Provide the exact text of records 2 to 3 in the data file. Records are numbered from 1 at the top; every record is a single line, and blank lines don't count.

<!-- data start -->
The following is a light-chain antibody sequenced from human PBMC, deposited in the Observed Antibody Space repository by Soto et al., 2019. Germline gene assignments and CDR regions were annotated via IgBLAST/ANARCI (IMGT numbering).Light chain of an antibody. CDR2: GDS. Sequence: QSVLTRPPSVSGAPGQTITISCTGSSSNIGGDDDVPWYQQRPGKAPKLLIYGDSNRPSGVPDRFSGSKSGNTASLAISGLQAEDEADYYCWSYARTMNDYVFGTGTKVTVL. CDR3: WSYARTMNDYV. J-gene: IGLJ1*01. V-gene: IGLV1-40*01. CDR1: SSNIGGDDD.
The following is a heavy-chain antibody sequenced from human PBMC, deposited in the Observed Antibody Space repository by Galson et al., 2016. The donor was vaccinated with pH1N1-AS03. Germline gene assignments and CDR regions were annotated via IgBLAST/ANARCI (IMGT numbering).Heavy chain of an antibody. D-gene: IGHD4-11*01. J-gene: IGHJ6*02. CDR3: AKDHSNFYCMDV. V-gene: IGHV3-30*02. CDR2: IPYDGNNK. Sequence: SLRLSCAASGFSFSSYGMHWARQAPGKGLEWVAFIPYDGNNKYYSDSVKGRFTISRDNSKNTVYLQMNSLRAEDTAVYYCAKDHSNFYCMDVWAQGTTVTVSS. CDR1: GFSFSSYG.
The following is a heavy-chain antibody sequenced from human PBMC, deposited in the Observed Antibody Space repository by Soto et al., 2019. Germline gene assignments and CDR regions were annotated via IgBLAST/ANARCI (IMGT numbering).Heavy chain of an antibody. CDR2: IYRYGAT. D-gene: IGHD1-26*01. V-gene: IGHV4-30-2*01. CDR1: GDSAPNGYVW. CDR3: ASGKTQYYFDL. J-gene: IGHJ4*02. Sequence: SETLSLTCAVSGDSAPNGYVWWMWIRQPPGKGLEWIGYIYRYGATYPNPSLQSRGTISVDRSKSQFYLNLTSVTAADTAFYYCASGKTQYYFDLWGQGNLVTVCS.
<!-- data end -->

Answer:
The following is a heavy-chain antibody sequenced from human PBMC, deposited in the Observed Antibody Space repository by Galson et al., 2016. The donor was vaccinated with pH1N1-AS03. Germline gene assignments and CDR regions were annotated via IgBLAST/ANARCI (IMGT numbering).Heavy chain of an antibody. D-gene: IGHD4-11*01. J-gene: IGHJ6*02. CDR3: AKDHSNFYCMDV. V-gene: IGHV3-30*02. CDR2: IPYDGNNK. Sequence: SLRLSCAASGFSFSSYGMHWARQAPGKGLEWVAFIPYDGNNKYYSDSVKGRFTISRDNSKNTVYLQMNSLRAEDTAVYYCAKDHSNFYCMDVWAQGTTVTVSS. CDR1: GFSFSSYG.
The following is a heavy-chain antibody sequenced from human PBMC, deposited in the Observed Antibody Space repository by Soto et al., 2019. Germline gene assignments and CDR regions were annotated via IgBLAST/ANARCI (IMGT numbering).Heavy chain of an antibody. CDR2: IYRYGAT. D-gene: IGHD1-26*01. V-gene: IGHV4-30-2*01. CDR1: GDSAPNGYVW. CDR3: ASGKTQYYFDL. J-gene: IGHJ4*02. Sequence: SETLSLTCAVSGDSAPNGYVWWMWIRQPPGKGLEWIGYIYRYGATYPNPSLQSRGTISVDRSKSQFYLNLTSVTAADTAFYYCASGKTQYYFDLWGQGNLVTVCS.